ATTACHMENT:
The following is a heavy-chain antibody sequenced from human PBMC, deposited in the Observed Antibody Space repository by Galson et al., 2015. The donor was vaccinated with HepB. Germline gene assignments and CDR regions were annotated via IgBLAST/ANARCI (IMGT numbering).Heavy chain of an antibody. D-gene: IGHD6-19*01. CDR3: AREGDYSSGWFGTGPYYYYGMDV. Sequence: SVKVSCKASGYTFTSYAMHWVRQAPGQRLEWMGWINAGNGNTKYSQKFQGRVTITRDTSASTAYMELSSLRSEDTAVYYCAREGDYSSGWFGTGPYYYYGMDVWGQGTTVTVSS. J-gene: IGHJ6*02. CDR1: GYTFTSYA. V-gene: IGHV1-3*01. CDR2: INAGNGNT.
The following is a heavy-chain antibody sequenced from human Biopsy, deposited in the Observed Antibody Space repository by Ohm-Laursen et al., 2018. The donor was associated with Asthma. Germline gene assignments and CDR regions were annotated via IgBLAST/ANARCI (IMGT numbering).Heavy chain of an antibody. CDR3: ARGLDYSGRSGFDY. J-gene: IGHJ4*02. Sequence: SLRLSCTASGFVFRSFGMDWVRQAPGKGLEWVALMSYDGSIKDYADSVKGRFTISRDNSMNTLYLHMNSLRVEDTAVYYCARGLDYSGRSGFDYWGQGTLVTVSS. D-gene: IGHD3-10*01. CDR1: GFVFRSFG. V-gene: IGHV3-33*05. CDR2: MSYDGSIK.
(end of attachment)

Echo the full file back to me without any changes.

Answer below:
The following is a heavy-chain antibody sequenced from human PBMC, deposited in the Observed Antibody Space repository by Galson et al., 2015. The donor was vaccinated with HepB. Germline gene assignments and CDR regions were annotated via IgBLAST/ANARCI (IMGT numbering).Heavy chain of an antibody. D-gene: IGHD6-19*01. CDR3: AREGDYSSGWFGTGPYYYYGMDV. Sequence: SVKVSCKASGYTFTSYAMHWVRQAPGQRLEWMGWINAGNGNTKYSQKFQGRVTITRDTSASTAYMELSSLRSEDTAVYYCAREGDYSSGWFGTGPYYYYGMDVWGQGTTVTVSS. J-gene: IGHJ6*02. CDR1: GYTFTSYA. V-gene: IGHV1-3*01. CDR2: INAGNGNT.
The following is a heavy-chain antibody sequenced from human Biopsy, deposited in the Observed Antibody Space repository by Ohm-Laursen et al., 2018. The donor was associated with Asthma. Germline gene assignments and CDR regions were annotated via IgBLAST/ANARCI (IMGT numbering).Heavy chain of an antibody. CDR3: ARGLDYSGRSGFDY. J-gene: IGHJ4*02. Sequence: SLRLSCTASGFVFRSFGMDWVRQAPGKGLEWVALMSYDGSIKDYADSVKGRFTISRDNSMNTLYLHMNSLRVEDTAVYYCARGLDYSGRSGFDYWGQGTLVTVSS. D-gene: IGHD3-10*01. CDR1: GFVFRSFG. V-gene: IGHV3-33*05. CDR2: MSYDGSIK.